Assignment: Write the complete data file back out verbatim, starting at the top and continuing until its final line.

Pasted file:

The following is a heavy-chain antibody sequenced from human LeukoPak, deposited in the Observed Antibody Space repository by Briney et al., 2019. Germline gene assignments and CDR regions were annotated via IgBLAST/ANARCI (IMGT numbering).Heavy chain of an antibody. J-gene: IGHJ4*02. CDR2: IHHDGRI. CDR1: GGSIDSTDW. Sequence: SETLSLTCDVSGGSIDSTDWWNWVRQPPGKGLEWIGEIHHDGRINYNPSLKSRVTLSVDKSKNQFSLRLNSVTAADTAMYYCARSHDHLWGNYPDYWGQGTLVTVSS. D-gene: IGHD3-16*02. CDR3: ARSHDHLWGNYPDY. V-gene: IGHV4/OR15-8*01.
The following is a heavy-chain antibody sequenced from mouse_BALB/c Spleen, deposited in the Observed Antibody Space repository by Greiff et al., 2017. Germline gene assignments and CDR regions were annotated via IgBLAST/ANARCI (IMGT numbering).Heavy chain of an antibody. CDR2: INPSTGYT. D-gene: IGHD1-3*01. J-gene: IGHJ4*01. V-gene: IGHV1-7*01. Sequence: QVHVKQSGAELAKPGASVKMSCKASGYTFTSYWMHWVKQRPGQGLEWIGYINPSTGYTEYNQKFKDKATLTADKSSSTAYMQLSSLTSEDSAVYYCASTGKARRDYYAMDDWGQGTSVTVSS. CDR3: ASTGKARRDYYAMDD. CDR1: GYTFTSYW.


The following is a heavy-chain antibody sequenced from human LeukoPak, deposited in the Observed Antibody Space repository by Briney et al., 2019. Germline gene assignments and CDR regions were annotated via IgBLAST/ANARCI (IMGT numbering).Heavy chain of an antibody. J-gene: IGHJ4*02. CDR2: IHHDGRI. CDR1: GGSIDSTDW. Sequence: SETLSLTCDVSGGSIDSTDWWNWVRQPPGKGLEWIGEIHHDGRINYNPSLKSRVTLSVDKSKNQFSLRLNSVTAADTAMYYCARSHDHLWGNYPDYWGQGTLVTVSS. D-gene: IGHD3-16*02. CDR3: ARSHDHLWGNYPDY. V-gene: IGHV4/OR15-8*01.
The following is a heavy-chain antibody sequenced from mouse_BALB/c Spleen, deposited in the Observed Antibody Space repository by Greiff et al., 2017. Germline gene assignments and CDR regions were annotated via IgBLAST/ANARCI (IMGT numbering).Heavy chain of an antibody. CDR2: INPSTGYT. D-gene: IGHD1-3*01. J-gene: IGHJ4*01. V-gene: IGHV1-7*01. Sequence: QVHVKQSGAELAKPGASVKMSCKASGYTFTSYWMHWVKQRPGQGLEWIGYINPSTGYTEYNQKFKDKATLTADKSSSTAYMQLSSLTSEDSAVYYCASTGKARRDYYAMDDWGQGTSVTVSS. CDR3: ASTGKARRDYYAMDD. CDR1: GYTFTSYW.